Unfortunately, with the onset of the Great Depression, the Sarkies brothers accumulated debts of S$3.5 million and by 1931 were declared bankrupt. However, the hotel survived and was incorporated in 1933 as Raffles Hotel Limited.
The war and post-war years
The 1942 Japanese invasion prompted Raffles staff to bury the hotel silverware, including the silver beef trolley, in the Palm Court. The Japanese renamed the hotel Syonan Ryokan or Light of the South Hotel, and its main entrance was moved to face east to catch the morning sun. The hotel was appointed the quarters for senior Japanese military officers.
After the Japanese surrender, M. S. Arathoon, whom the Japanese had retained as assistant manager, re-opened the hotel in September 1945. Many of the local staff had remained with the hotel during the war years, and other displaced staff returned. The silverware was duly retrieved from its hiding place. The hotel became a temporary transit camp for prisoners of war who were to be repatriated.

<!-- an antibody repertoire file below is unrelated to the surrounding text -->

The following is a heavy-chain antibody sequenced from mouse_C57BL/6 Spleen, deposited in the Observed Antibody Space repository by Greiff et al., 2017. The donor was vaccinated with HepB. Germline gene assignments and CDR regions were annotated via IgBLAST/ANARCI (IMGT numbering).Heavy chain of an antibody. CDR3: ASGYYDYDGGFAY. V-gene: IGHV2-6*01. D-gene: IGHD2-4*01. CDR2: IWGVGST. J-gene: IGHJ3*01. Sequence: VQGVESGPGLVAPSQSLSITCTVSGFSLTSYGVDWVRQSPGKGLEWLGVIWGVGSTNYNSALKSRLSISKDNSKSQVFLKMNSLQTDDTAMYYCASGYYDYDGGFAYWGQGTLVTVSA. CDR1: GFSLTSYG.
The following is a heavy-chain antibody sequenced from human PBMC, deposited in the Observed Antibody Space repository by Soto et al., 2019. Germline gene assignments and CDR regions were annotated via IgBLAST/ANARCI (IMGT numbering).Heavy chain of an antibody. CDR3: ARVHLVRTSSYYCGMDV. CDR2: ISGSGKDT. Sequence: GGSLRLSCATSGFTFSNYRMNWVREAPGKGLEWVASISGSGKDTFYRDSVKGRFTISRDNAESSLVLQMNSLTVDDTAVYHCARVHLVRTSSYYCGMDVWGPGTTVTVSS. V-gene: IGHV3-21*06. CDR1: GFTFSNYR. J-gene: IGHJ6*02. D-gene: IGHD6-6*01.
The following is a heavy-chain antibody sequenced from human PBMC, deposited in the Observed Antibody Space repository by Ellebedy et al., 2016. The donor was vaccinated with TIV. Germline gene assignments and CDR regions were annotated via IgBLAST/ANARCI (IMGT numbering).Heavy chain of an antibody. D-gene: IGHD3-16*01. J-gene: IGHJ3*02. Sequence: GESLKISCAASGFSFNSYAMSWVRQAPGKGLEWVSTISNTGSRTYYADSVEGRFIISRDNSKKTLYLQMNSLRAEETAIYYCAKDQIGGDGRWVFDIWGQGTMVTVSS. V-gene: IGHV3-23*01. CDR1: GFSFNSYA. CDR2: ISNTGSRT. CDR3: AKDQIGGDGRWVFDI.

After the war, Raffles Hotel regained some of its former fame, remaining a colonial landmark that drew expatriates and foreign visitors. During the 1950s and 1960s, the hotel faced new challenges due to changing political, economic and social circumstances. With the withdrawal of the British colonial administration, the Singapore government actively promoted tourism to earn revenue. Raffles Hotel became a tourist attraction because of its reputation as a historic hotel and encountered competition from more modern hotels that had sprung up along Orchard Road. By the 1970s, some of the hotel’s former glory had faded and its buildings were in need of refurbishment.